Friday, March 11, 2011

Thinking about tsunamis.

A month ago I was asked to write a "lenten meditation" for a booklet of "daily devotions" for the season published by my church. I agreed, and was assigned what for me proved a difficult Biblical passage. In my piece, I referred to the earthquake that had just struck New Zealand. Today's disaster in Japan, which may spread to other places by tsunami, brought it to my mind. I'm republishing it below, in an expanded form based on some more thoughts I've had since I submitted it.

You will be in the right, O Lord,
when I lay charges against you;
but let me put my case to you.
Why does the way of the guilty prosper?
Why do all who are treacherous thrive?
You plant them, and they take root;
they grow and bring forth fruit;
you are near in their mouths
yet far from their hearts.
But you, O Lord, know me;
You see me and test me-- my heart is with you.

Jeremiah 12: 1-3

This passage troubles me. Jeremiah must have been in a bad way when he wrote it; after all, “do all who are treacherous thrive”? Bernie Madoff may have prospered for a time, but he was brought to justice, though it has proved mostly cold comfort to those whose trust he betrayed. Beyond the question of factuality, though, the passage points to a great difficulty for me and for many: the problem of evil. If God is good and just, omniscient and omnipotent, how or why can evil exist? Perhaps, like me, you were told as a child that everything is part of the unfolding of “God’s Great Plan.” You may wonder if this Great Plan includes, to use an example in the news as I write this, the deaths of perhaps a hundred or more people in an earthquake in New Zealand. Near the close of the passage, Jeremiah addresses God with, “You see me and test me.” Does God “test” people? Did God arrange the death of young Annie Darwin to “test”—evidently past the breaking point—her father’s belief?

Jeremiah’s faith survived the test, whether it was put to him by God or by his own troubled mind. At the close, he confesses, “my heart is with you.” This took me back a few years to a time when I was wrestling with the concept of faith, and wrote a blog post on the subject, which I headed with an epigram from Anne Lamott: “The opposite of faith isn’t doubt, it’s certainty.” Doubt may arise from facts: for example, good things happening to bad people, and bad things happening to good. If we try to explain these facts--that is, to achieve certainty--with statements like "it's God's will," we are on shaky ground. People who try to do so are, in the words of Cathleen Falsani, “more interested in being right than being Christian or loving or gracious or civil.” Faith should be grounded on hope, and oriented toward the future. It doesn’t mean denial of the past or of present realities; indeed, it may demand action to change those realities. This is where I think Jeremiah was at the end of the quoted passage.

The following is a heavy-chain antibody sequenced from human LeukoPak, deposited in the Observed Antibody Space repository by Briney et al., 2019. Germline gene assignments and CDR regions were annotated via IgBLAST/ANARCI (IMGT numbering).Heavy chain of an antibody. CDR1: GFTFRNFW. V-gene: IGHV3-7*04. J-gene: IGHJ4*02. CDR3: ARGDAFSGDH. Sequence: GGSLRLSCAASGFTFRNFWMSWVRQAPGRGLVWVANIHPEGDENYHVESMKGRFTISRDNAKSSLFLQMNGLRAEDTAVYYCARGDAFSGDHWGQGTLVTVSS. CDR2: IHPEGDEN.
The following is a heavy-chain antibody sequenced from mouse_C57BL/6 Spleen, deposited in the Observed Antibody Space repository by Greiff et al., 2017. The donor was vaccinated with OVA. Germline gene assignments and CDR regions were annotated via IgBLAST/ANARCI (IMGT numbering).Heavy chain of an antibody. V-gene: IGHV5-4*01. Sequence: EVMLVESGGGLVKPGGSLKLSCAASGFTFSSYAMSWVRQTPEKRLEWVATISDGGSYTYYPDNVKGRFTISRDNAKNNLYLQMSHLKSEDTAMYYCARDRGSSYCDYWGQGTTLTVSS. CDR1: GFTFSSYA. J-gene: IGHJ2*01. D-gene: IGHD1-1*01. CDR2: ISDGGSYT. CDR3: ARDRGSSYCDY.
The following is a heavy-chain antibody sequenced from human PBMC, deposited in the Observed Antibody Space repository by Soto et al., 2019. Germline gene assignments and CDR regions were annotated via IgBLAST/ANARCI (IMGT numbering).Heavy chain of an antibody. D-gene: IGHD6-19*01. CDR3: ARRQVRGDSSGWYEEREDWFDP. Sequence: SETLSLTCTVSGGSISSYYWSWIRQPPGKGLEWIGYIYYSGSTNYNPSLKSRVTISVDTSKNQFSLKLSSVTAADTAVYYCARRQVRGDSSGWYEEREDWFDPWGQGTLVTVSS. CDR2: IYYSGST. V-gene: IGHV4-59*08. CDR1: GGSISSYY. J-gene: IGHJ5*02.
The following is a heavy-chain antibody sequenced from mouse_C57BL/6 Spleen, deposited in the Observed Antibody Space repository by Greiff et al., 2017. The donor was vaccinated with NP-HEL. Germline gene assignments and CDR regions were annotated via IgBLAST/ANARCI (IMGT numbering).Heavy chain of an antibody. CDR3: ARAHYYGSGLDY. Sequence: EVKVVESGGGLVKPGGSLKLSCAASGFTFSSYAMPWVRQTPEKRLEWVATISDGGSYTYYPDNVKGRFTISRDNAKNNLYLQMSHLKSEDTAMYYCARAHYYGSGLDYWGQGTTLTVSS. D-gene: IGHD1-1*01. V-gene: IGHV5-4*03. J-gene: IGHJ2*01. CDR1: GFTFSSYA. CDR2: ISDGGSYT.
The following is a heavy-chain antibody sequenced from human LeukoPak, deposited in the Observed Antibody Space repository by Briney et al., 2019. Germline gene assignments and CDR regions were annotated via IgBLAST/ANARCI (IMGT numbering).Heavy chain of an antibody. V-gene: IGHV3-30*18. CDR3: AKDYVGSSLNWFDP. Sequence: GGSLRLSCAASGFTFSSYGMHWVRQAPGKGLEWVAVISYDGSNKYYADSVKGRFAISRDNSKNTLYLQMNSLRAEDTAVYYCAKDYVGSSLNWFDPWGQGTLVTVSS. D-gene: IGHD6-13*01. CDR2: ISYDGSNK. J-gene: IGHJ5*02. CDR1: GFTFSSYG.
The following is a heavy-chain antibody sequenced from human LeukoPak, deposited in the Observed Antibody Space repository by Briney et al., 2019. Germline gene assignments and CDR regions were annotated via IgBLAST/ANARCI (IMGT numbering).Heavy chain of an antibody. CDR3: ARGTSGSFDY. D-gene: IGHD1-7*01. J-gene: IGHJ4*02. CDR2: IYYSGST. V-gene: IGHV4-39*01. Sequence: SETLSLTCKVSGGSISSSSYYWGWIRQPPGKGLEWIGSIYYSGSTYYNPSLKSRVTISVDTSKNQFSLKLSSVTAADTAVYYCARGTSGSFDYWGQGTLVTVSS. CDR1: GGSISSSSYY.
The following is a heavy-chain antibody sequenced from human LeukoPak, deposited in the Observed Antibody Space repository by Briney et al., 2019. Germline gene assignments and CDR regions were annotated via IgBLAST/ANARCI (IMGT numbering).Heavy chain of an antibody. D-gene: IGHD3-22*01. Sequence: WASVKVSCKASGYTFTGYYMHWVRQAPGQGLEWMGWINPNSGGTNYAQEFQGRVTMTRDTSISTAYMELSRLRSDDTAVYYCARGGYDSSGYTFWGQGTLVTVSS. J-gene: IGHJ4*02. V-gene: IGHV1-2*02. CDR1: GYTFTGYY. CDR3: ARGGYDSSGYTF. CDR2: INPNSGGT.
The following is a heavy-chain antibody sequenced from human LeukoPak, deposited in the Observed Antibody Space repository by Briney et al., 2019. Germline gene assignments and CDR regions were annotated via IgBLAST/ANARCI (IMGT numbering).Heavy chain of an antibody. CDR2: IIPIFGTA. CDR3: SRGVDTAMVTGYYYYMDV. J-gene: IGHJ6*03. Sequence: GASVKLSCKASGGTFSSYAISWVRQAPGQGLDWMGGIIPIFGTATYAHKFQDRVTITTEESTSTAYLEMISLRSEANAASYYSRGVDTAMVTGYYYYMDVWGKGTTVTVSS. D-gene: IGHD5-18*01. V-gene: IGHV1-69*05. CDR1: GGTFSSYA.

You may reasonably ask: "What can we do to change the realities that give rise to earthquakes, tsunamis, and other natural disasters?" At present, relatively little, beyond creating and enforcing building codes, discouraging people from building in areas of especially high risk, making better warning systems, and studying ways to improve our ability to predict such events. You may then ask: "Couldn't a wise and benevolent God have given us a planet without shifting tectonic plates?" That's a question I can't try to answer. Perhaps the problem is in the question itself.